Director, UB Microbiome Center
Distinguished Professor of Oral Biology, Periodontics, Microbiology
Robert Genco leads the UB Microbiome Center which is enhancing studies of the human microbiome—the community of organisms that share our body space—to better understand its role in health and disease.
A world-renowned scientist with demonstrated success in commercializing both his own discoveries and those of others, Genco's research focuses on the mechanisms of virulence of mucosal pathogens. Adherence is a critical first step in the pathogenesis of mucosal diseases, as it is important in interactions with mammalian cells, which can activate macrophages and play a role in invasion of epithelial cells.
The molecular basis of adherence and fimbrial and nonfimbrial-associated adhesins are investigated. Adhesin for binding of pathogenic bacteria to mucous-covered surfaces have been studied at the molecular level. Studies of fimbrial adhesins of P. gingivalis have shown that protein interactions with salivary components are critical. Investigation of binding domains of fimbrial adhesin-associated proteins, their synthesis, assembly, and expression of this organelle are among our current projects.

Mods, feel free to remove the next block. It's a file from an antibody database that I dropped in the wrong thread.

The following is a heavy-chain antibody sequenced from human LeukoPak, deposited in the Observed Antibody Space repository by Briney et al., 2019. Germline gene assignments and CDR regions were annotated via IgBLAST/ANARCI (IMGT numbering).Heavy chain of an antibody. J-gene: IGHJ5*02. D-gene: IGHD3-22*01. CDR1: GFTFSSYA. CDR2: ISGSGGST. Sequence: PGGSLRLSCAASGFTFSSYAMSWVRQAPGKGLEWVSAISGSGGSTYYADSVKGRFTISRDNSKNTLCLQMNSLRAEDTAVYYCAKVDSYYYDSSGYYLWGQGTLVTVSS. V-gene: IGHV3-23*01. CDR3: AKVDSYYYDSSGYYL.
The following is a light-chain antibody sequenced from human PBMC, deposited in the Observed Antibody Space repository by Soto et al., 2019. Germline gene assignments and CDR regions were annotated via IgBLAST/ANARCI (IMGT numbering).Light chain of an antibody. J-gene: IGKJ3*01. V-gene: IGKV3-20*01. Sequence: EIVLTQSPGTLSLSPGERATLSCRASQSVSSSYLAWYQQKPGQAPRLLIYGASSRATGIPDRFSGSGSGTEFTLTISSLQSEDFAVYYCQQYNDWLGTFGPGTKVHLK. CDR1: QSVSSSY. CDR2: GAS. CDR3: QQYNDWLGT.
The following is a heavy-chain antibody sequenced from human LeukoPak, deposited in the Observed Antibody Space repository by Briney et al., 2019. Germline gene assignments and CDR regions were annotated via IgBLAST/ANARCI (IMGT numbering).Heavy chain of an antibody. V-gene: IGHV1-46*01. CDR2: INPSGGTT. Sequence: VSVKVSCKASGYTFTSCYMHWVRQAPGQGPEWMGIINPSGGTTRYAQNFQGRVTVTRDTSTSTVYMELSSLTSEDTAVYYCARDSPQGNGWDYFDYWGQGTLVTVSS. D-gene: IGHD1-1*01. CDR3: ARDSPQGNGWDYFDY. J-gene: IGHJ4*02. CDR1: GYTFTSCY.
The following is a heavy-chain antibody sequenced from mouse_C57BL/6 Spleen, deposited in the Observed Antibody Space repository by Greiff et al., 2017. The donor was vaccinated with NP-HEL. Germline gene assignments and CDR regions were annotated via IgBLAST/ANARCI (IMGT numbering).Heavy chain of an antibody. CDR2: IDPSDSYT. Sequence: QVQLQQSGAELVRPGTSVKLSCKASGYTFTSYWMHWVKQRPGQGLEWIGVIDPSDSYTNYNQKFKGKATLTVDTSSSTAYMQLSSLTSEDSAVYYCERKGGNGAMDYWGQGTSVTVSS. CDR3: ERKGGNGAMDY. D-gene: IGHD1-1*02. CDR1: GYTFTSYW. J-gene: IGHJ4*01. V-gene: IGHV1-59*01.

We are exploring the immunogenicity of adhesins as well, using synthetic peptides in order to evaluate their usefulness as vaccines. Studies of S. gordonii as a vector for these vaccines is proceeding through genetic engineering of strains and testing in animal and human studies.
We are studying the systemic factors which alter the risk for periodontal disease, one of the most common infections of humans. Diabetes mellitus, osteopenia, stress and inadequate coping and smoking are conditions which increase susceptibility to periodontal infections.
More recently, we have studied the effect of periodontal infections as they increase the risk for heart disease including myocardial infarction, and decrease glycemic control in diabetics. In vitro studies of molecular and cellular mechanisms, animal models and human epidemiologic studies, as well as randomized clinical trials are all underway to study the interdependence of periodontal infections and heart disease, diabetes and osteoporosis.